I have just returned from an annual ritual that has, over time, taken me to various places in the world. This time it was a two-week visit to the West African nations of Senegal, The Gambia and Nigeria.
I continued to follow up on the burning issues in my profession, one of them being the reduction of the Judiciary budget and the refusal by the President to appoint and gazette 41 judges nominated by the Judicial Service Commission.
As I interacted with my hosts on what obtains in their jurisdictions, I came to learn that Africans have never been ready to disengage from the ‘Big Man’ syndrome, which would allow them to embrace true democratic credentials.
The stranglehold on the Judiciary through key government funding is even more pronounced in Nigeria. The Magistrate’s Courts and the High Court judges designated as state judges are under the beck and call of regional devolved governments led by the respective powerful state governors who not only fund the Judiciary but also pay the salaries of all its staff.
Adverse decisions made by the respective judicial officers at times attract sanctions including starving them of the much-needed funding, compromising the independence of the courts.
The Gambia is even worse off, having only recently arisen from a 23-year dictatorial military rule by Yahya Jameh.
As already pronounced by Parliament, the reduction by the Executive of the Judiciary budget after it had been passed in the House is an unsustainable illegality. Good enough, the court has arrived at a similar verdict.
The Judiciary is the cornerstone, last port of call and foundation of any democratic society. Starving it of funds or crippling its operations by refusing to appoint judges is, in itself, a recipe for chaos.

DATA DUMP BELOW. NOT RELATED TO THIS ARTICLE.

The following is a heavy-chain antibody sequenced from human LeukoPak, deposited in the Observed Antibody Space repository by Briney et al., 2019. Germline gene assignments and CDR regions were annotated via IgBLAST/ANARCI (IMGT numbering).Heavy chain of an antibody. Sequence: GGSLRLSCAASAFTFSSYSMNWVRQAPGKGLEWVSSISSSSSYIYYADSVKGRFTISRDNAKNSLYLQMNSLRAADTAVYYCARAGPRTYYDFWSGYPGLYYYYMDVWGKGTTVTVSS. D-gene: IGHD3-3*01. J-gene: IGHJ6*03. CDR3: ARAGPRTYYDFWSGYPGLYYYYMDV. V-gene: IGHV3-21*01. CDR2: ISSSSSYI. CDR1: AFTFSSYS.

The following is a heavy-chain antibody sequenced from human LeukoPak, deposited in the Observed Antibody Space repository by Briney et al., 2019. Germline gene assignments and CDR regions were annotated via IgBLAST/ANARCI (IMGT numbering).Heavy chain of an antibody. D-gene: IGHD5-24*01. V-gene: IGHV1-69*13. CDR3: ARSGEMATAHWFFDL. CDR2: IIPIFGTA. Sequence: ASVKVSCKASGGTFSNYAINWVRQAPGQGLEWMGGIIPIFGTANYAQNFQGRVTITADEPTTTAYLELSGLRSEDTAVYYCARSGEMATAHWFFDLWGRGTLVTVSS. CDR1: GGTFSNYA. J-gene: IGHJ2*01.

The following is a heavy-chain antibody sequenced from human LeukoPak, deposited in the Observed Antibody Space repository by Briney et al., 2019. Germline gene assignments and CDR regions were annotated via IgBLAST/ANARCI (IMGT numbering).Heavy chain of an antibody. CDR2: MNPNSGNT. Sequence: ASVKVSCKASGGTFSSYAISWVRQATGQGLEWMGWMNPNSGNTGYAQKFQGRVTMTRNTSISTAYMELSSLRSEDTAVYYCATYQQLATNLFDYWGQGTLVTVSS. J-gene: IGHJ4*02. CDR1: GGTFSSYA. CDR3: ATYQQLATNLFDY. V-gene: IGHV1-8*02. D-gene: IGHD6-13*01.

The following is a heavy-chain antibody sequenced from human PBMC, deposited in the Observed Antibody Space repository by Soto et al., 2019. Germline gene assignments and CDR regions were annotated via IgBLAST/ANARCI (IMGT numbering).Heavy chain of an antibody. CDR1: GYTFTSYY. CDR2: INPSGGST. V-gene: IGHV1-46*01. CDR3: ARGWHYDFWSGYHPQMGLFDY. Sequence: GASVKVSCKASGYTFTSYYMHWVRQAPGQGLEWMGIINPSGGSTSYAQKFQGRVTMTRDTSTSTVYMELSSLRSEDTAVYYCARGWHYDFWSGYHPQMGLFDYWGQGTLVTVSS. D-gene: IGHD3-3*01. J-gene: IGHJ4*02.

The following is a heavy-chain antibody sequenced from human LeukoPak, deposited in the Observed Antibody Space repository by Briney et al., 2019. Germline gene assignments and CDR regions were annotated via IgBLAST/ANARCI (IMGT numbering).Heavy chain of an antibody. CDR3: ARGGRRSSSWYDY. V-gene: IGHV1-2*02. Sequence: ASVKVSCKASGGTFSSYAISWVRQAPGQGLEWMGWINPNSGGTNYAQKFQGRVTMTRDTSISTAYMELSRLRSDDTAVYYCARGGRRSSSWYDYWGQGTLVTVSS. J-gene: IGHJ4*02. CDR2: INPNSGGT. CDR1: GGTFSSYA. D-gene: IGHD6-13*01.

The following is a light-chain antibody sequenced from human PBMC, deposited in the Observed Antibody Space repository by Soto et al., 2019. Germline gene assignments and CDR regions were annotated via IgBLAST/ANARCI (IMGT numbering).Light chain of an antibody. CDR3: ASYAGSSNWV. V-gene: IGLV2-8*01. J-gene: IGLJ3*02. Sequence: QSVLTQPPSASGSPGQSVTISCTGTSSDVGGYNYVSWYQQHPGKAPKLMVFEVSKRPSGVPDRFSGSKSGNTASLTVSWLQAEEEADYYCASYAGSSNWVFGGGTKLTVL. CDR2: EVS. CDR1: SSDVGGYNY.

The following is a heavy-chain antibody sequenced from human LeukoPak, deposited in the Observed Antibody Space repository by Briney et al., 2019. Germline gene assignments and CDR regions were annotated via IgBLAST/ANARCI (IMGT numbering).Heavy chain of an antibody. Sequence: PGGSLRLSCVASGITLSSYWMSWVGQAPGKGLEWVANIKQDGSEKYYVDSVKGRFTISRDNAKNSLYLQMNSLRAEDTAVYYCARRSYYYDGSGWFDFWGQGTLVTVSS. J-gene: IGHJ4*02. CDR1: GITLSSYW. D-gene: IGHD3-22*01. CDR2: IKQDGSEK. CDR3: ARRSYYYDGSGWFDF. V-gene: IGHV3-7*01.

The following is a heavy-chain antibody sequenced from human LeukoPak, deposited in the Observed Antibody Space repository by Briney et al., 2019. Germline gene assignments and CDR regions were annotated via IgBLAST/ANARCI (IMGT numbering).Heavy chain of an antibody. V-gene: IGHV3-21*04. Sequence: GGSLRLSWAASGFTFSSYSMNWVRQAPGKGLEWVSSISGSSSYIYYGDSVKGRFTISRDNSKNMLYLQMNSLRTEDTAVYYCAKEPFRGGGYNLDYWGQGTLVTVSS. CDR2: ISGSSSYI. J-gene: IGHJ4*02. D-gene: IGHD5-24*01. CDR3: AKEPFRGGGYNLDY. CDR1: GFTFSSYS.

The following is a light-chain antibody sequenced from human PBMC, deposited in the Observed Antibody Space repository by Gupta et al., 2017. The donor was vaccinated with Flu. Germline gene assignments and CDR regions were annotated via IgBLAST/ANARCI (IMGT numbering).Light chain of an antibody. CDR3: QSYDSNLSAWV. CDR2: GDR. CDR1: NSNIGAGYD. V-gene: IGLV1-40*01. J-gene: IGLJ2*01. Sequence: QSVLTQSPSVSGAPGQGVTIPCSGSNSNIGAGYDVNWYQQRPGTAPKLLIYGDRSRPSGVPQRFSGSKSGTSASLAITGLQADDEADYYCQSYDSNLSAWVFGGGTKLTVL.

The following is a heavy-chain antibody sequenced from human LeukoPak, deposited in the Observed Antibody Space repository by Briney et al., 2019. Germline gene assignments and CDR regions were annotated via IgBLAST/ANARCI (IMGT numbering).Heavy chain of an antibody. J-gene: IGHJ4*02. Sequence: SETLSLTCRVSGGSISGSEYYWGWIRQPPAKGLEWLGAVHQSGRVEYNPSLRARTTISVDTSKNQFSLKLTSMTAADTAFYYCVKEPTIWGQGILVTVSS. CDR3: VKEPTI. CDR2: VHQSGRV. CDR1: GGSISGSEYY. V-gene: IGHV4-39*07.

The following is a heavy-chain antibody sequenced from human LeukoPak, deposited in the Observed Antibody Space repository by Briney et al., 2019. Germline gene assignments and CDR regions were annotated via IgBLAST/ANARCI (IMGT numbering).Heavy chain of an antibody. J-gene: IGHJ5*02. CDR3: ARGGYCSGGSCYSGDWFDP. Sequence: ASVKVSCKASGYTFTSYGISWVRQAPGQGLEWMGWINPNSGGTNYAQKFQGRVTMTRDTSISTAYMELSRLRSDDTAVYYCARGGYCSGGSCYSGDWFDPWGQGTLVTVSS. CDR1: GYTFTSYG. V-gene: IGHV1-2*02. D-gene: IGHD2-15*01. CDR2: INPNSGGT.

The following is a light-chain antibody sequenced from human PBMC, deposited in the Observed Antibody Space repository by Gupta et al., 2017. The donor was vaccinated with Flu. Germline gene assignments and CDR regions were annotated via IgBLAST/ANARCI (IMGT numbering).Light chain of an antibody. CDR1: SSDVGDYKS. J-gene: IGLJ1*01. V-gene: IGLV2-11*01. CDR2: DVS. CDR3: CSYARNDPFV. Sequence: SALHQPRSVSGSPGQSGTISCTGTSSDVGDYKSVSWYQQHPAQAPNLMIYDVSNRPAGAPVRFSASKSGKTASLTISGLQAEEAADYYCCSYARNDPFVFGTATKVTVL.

The President’s action, therefore, raises more questions than answers.
Why were the integrity issues being raised now by the Executive not presented before the JSC, which, in any case, is comprised of the government’s chief legal adviser in the name of the Attorney-General and two other nominees?
Is there a recourse in law for the President to refuse to appoint judges already nominated? Of course not, as no less than a court of law has previously made a determination on the same.
The President is, therefore, engaging in an exercise in futility as everything has been overtaken by events. The complaints, if credible, can be raised as a ground for the removal of the same judges by petitioning the JSC after their appointment.
As for now, failure to appoint the nominees would be treated as malicious and an illegality on the part of the Executive with the negative impact being borne more by the common man and not even the Judiciary as an institution.
Most of our courts, specifically the Court of Appeal, is overwhelmed. At times it takes up to a year for an application that has been certified as urgent to be heard in the court and more or less a similar period for the delivery of a ruling, defeating the very purpose of the urgency of the case.
If my recent experience is anything to go by, the Court of Appeal in Nyeri is more or less grounded, especially after two more appellate judges retired and another set to call it a day next month.
In the Lands Court in Nairobi, one would be lucky to be given a date any earlier than six months.
With the promulgation of the current Constitution in 2010, Kenya made great irreversible strides towards democratisation, protection of human rights and the rule of law, including the independence of the Judiciary. Engagement of the reverse gear on the gains made is no longer an option.
Mr Sumba is an advocate of the High Court of Kenya. [email protected]